Saudi Arabia’s housing ministry has said the Kingdom will need of 3 million housing units by 2025 but real estate agents argue that the country's growing population, which is set to cross 37 million in 10 years, will require more housing units than what the ministry has estimated.
Hussein Al-Zahrani, director general of the ministry's office in Makkah province, reiterated the ministry's estimate of 3 million, adding that the Kingdom would require 330,000 new housing units every year. He expected a 5 million increase in the population over the next 10 years.
Speaking to Okaz/Saudi Gazette, he said the ministry has 95 projects under designing phase, 25 under awarding stage, and 67 under implementation. "This means the ministry has 187 projects with a total of 233,651 housing units."
Al-Zahrani emphasized the need to support the Real Estate Development Fund with additional funds to provide more housing loans to citizens. "This is the best solution for the housing problem."
He said the implementation of housing projects by the ministry would take time as it has to obtain suitable land and carry out projects before distributing them among deserving citizens. He criticized Saudi engineers for not playing a significant role to resolve the housing problem and said housing units constructed by local companies were of a poor quality.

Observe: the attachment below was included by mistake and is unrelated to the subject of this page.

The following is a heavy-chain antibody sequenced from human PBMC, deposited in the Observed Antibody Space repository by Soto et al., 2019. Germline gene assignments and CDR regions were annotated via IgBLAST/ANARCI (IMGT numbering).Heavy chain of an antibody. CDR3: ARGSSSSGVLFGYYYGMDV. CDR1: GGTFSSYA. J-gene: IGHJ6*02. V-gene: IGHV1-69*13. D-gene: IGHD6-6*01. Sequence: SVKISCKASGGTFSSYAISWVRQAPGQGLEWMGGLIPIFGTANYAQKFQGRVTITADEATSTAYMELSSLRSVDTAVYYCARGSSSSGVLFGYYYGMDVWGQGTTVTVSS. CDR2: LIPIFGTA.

The Saudi Engineering Council acknowledged the complexity of the problem. "The issue is not with engineering but with finance," said Ghazi Al-Abbasi, the council's former secretary-general. He said citizens prefer to purchase villas but would not be able to do so because of financial constraints.
Al-Abbasi called for transforming the ministry into a regulator and planner. "The mix of roles has complicated the ministry's mission," he added.
According to him, the council's role is limited to organizing the profession. "We don't provide any engineering service. The design and construction of housing units are the work of contractors," he said while praising the media for highlighting the housing issue.
He said some Western countries had removed the low-cost housing provided to the poor for social reasons and built houses for them in different locations. "Citizens prefer to have villas instead of flats and they don't like gradual ownership of houses," he said.
A former housing minister said 620,889 people deserved housing loans from a total of 960,397 applicants from different parts of the Kingdom. The applicants registered on the ministry's website within 60 days, reflecting the big demand, he added.